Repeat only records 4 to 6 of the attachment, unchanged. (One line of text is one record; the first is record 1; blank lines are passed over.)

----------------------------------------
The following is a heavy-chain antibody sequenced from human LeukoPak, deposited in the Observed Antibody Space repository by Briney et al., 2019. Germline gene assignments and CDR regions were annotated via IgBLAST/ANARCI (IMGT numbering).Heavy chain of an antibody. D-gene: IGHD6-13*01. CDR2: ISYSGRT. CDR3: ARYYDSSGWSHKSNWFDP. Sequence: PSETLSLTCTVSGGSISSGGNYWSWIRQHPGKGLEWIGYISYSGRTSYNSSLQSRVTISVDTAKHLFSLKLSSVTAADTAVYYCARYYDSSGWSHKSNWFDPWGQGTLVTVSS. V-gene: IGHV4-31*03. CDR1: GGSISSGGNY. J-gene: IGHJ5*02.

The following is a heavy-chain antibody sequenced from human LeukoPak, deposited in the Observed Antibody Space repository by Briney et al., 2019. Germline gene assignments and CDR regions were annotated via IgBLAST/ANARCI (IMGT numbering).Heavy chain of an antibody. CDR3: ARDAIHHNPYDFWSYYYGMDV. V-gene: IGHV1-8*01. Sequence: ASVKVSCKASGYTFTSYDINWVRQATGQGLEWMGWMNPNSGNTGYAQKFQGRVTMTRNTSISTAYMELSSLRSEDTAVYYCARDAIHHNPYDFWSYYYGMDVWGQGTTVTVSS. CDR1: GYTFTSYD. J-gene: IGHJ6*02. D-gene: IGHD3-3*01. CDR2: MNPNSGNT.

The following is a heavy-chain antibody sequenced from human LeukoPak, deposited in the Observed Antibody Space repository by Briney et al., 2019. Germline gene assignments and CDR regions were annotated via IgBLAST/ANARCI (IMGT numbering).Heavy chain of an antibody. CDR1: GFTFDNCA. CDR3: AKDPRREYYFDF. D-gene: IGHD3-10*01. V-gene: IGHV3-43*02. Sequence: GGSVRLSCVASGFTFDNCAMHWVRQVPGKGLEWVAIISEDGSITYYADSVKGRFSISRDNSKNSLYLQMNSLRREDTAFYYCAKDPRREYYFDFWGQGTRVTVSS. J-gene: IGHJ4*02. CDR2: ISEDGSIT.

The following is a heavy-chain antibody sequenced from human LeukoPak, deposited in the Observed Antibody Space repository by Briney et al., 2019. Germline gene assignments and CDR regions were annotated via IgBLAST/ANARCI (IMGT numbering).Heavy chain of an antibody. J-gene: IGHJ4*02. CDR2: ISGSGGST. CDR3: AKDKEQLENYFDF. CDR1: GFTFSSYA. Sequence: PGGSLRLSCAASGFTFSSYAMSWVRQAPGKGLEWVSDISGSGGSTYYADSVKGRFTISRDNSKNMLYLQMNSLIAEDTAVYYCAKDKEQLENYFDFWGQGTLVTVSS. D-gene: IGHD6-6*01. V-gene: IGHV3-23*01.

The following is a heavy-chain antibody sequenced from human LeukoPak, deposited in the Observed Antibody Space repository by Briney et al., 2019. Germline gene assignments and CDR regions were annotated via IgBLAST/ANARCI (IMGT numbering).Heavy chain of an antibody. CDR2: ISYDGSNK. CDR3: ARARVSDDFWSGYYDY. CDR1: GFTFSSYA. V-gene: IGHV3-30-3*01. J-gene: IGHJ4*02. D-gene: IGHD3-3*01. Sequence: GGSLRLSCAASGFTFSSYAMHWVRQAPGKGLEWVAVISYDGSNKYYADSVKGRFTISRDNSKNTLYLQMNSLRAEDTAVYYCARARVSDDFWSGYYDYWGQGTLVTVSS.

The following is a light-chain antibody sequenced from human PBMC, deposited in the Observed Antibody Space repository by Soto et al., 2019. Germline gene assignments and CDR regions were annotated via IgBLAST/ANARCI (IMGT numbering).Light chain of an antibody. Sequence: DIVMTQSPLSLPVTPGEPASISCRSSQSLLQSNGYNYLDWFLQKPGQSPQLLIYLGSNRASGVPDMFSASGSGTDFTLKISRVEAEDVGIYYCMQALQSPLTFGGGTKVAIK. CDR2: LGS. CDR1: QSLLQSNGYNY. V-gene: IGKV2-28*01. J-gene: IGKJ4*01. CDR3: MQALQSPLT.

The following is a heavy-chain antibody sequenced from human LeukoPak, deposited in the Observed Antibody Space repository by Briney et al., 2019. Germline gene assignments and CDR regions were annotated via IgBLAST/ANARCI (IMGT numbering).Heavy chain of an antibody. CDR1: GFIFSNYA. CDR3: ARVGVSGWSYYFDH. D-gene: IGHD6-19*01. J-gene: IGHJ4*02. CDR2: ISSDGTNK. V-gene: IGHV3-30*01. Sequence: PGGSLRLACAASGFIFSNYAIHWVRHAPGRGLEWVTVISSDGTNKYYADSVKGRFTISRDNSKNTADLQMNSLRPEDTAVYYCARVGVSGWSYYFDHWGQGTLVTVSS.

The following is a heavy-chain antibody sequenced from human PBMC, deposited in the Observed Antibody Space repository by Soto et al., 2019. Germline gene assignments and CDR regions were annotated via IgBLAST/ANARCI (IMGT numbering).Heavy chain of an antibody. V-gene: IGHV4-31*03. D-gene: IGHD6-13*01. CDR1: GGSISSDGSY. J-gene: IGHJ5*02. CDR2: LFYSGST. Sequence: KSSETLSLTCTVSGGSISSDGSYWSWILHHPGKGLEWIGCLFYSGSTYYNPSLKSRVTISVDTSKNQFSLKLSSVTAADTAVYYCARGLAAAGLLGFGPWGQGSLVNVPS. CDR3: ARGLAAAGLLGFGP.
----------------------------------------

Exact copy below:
The following is a heavy-chain antibody sequenced from human LeukoPak, deposited in the Observed Antibody Space repository by Briney et al., 2019. Germline gene assignments and CDR regions were annotated via IgBLAST/ANARCI (IMGT numbering).Heavy chain of an antibody. J-gene: IGHJ4*02. CDR2: ISGSGGST. CDR3: AKDKEQLENYFDF. CDR1: GFTFSSYA. Sequence: PGGSLRLSCAASGFTFSSYAMSWVRQAPGKGLEWVSDISGSGGSTYYADSVKGRFTISRDNSKNMLYLQMNSLIAEDTAVYYCAKDKEQLENYFDFWGQGTLVTVSS. D-gene: IGHD6-6*01. V-gene: IGHV3-23*01.

The following is a heavy-chain antibody sequenced from human LeukoPak, deposited in the Observed Antibody Space repository by Briney et al., 2019. Germline gene assignments and CDR regions were annotated via IgBLAST/ANARCI (IMGT numbering).Heavy chain of an antibody. CDR2: ISYDGSNK. CDR3: ARARVSDDFWSGYYDY. CDR1: GFTFSSYA. V-gene: IGHV3-30-3*01. J-gene: IGHJ4*02. D-gene: IGHD3-3*01. Sequence: GGSLRLSCAASGFTFSSYAMHWVRQAPGKGLEWVAVISYDGSNKYYADSVKGRFTISRDNSKNTLYLQMNSLRAEDTAVYYCARARVSDDFWSGYYDYWGQGTLVTVSS.

The following is a light-chain antibody sequenced from human PBMC, deposited in the Observed Antibody Space repository by Soto et al., 2019. Germline gene assignments and CDR regions were annotated via IgBLAST/ANARCI (IMGT numbering).Light chain of an antibody. Sequence: DIVMTQSPLSLPVTPGEPASISCRSSQSLLQSNGYNYLDWFLQKPGQSPQLLIYLGSNRASGVPDMFSASGSGTDFTLKISRVEAEDVGIYYCMQALQSPLTFGGGTKVAIK. CDR2: LGS. CDR1: QSLLQSNGYNY. V-gene: IGKV2-28*01. J-gene: IGKJ4*01. CDR3: MQALQSPLT.